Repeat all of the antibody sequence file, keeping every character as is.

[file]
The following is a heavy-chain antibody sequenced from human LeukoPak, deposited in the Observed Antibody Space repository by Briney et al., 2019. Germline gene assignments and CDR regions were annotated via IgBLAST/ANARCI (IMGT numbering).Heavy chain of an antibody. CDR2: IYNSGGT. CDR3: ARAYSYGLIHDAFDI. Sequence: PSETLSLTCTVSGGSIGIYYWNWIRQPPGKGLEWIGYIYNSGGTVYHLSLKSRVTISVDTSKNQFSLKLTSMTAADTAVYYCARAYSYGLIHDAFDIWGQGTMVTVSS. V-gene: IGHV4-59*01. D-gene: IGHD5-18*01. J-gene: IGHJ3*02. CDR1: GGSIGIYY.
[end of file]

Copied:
The following is a heavy-chain antibody sequenced from human LeukoPak, deposited in the Observed Antibody Space repository by Briney et al., 2019. Germline gene assignments and CDR regions were annotated via IgBLAST/ANARCI (IMGT numbering).Heavy chain of an antibody. CDR2: IYNSGGT. CDR3: ARAYSYGLIHDAFDI. Sequence: PSETLSLTCTVSGGSIGIYYWNWIRQPPGKGLEWIGYIYNSGGTVYHLSLKSRVTISVDTSKNQFSLKLTSMTAADTAVYYCARAYSYGLIHDAFDIWGQGTMVTVSS. V-gene: IGHV4-59*01. D-gene: IGHD5-18*01. J-gene: IGHJ3*02. CDR1: GGSIGIYY.